Chinese telecoms equipment maker Huawei Technologies sued the US government on Thursday saying a law limiting its US business was unconstitutional, ratcheting up its fight back against a government bent on closing it out of global markets.
Huawei said it had filed a complaint in a federal court in Texas challenging Section 889 of the National Defense Authorization Act (NDAA), signed into law by U.S. President Donald Trump in August, which bars federal agencies and their contractors from procuring its equipment and services.
The lawsuit marks the latest confrontation between China and the United States, which spent most of 2018 slapping import tariffs on billions of dollars worth of each other’s goods. The year ended with the arrest of Huawei’s chief financial officer (CFO) in Canada at U.S. request, to the consternation of China.
Long before Trump initiated the trade war, Huawei’s activities were under scrutiny by U.S. authorities, according to interviews with 10 people familiar with the Huawei probes and documents related to the investigations seen by Reuters.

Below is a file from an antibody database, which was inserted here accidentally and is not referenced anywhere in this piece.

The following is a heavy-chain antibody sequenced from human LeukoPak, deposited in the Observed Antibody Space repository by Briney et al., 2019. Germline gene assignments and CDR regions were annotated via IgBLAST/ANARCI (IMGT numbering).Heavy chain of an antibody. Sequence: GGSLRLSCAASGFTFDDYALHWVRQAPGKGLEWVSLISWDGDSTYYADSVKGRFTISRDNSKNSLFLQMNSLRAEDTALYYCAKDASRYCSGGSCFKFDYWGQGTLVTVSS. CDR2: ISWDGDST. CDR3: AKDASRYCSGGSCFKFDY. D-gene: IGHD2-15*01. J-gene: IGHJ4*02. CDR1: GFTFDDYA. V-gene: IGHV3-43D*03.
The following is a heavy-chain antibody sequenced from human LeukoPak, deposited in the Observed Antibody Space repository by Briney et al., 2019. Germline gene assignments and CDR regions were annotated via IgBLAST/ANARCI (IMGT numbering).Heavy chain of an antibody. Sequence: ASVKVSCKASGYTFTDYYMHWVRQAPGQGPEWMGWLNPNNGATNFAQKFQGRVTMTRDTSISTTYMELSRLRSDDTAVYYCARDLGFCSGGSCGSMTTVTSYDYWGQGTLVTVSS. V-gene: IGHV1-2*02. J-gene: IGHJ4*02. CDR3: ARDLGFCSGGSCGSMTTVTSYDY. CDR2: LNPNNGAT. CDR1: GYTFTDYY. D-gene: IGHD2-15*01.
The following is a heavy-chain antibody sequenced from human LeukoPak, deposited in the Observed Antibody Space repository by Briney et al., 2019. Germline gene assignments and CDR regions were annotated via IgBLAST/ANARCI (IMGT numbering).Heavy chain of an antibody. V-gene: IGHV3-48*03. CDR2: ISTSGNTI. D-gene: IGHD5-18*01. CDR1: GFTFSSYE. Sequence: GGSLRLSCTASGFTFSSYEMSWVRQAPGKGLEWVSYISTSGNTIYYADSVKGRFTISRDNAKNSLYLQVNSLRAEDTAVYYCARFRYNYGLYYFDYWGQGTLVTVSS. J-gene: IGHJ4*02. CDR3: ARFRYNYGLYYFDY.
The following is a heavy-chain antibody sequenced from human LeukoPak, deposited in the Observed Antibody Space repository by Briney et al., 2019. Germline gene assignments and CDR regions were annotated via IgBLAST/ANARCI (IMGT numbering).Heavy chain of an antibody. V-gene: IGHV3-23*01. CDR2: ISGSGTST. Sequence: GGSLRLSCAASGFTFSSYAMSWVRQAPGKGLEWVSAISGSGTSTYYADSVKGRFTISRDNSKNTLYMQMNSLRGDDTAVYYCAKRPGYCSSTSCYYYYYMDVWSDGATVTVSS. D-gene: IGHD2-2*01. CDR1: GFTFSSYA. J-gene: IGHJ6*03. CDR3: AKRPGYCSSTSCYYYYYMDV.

“The U.S. Congress has repeatedly failed to produce any evidence to support its restrictions on Huawei products. We are compelled to take this legal action as a proper and last resort,”
Huawei Rotating Chairman Guo Ping said in a statement.“This ban not only is unlawful, but also restricts Huawei from engaging in fair competition, ultimately harming U.S. consumers. We look forward to the court’s verdict.”
While Huawei had very little share of the U.S. market before the bill, it is the world’s biggest telecoms gear maker and is seeking to be at the forefront of a global roll-out of fifth generation (5G) mobile networks and services.
In its lawsuit, Huawei said its “equipment and services are subject to advanced security procedures, and no backdoors, implants, or other intentional security vulnerabilities have been documented in any of the more than 170 countries in the world where Huawei equipment and services are used.”
The lawsuit also alleges that Huawei has been denied due process and that Congress, by stripping Huawei of commercial opportunities, has violated the “separation of powers” portion of the constitution by doing the work of the courts.
Some legal experts, however, said Huawei’s lawsuit is likely to be dismissed because U.S. courts are reluctant to second-guess national security determinations by other branches of government.